Fay talks about coping with grief
My mum died in early December 2017. She had been ill for a while, but the finality of someone dying is still shocking, even if it is expected. Even now, the realisation that she isn’t coming back will hit me, suddenly, out of nowhere, and physically take my breath away.
I think it is easy to underestimate the physical signs of grief and its lasting impact; I have had people imply that I should be over mum’s death by now. I don’t think that is how grief works – a loss is something you adapt to and eventually start becoming used to, not something you ever get over. My dad died in 2003, before I was an adult, so it is harder to relate him to my life now, but there are still songs, smells and memories which can make me laugh or cry in an instant.
After a loved one dies
When mum died, there was almost a sense of relief; that the thing we were all dreading had finally happened, that she was free, and so were we. When she died, her cancer – which had ruled our lives for so long – went too, and the guilt at the relief is enormous. By the same token, life switches in an instant – the routine of hospital appointments, and smiling nurses and hospice carers disappear too, and that can feel very lonely.
My sister and I were then faced with funeral planning, paperwork and sorting. I had never been to the tip or to charity shops so much in my life! I have learnt that it is important to ask for help, and to not put too much pressure on yourself. If you want to sleep, sleep. If you want to have a mad rush of productivity and organisation, do that. For me, keeping busy was important, but I also tried to take time to myself to feel mum’s loss.
Lasting effects of bereavement
I am very organised, and I like finding solutions and fixing things. When we knew mum’s illness was terminal, having to accept there was nothing else we could do was very hard. I definitely see the effect that both of my parents’ deaths has had on me every day – despite being a very positive person, I find it very difficult not to catastrophise, or not to panic if someone doesn’t answer their phone.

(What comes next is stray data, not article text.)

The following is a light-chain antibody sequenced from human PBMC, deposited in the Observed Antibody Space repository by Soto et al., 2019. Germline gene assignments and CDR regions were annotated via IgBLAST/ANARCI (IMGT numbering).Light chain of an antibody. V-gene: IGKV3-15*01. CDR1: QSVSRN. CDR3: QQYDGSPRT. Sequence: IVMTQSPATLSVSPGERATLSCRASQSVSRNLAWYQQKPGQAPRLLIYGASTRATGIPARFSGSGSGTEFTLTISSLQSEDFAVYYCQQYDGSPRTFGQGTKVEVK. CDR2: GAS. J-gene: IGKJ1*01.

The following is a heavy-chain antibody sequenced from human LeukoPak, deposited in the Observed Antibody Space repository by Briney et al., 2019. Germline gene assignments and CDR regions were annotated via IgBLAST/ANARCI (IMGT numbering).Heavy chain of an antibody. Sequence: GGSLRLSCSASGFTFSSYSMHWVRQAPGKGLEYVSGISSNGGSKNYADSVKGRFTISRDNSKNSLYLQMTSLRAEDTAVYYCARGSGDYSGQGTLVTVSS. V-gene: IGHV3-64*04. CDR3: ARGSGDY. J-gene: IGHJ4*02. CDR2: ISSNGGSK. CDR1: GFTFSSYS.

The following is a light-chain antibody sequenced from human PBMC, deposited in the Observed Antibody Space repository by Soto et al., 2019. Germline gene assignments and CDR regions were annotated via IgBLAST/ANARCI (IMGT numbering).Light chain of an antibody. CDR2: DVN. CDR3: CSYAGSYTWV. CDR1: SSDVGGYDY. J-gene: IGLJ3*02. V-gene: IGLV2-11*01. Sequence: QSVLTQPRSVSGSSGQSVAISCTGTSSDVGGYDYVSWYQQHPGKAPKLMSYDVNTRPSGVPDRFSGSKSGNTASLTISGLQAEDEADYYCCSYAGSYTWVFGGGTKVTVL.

I have realised that life is short and to only keep people I really care about – and who care about me – close to me. I have been very lucky that I have amazing friends who are like family to me, who made sure I was looking after myself and who are always on the other end of the phone. I am also lucky that my team at work have been amazing – they were very understanding and supportive when mum died, and still understand now when some things are difficult for me.
Helping someone who is grieving
If you know someone who is grieving, I would suggest taking them meals, not flowers; remembering birthdays and anniversaries that may be difficult for them; and giving them opportunities to talk about their loved one.
Grief can make you feel very alone, especially the more time that passes after the event, as it seems such a long time ago to other people. All the initial phone calls and check-ins fade away. Thinking about death may not help everyone, but it is a part of life, unfortunately, and accepting it and trying to normalise death has helped me.
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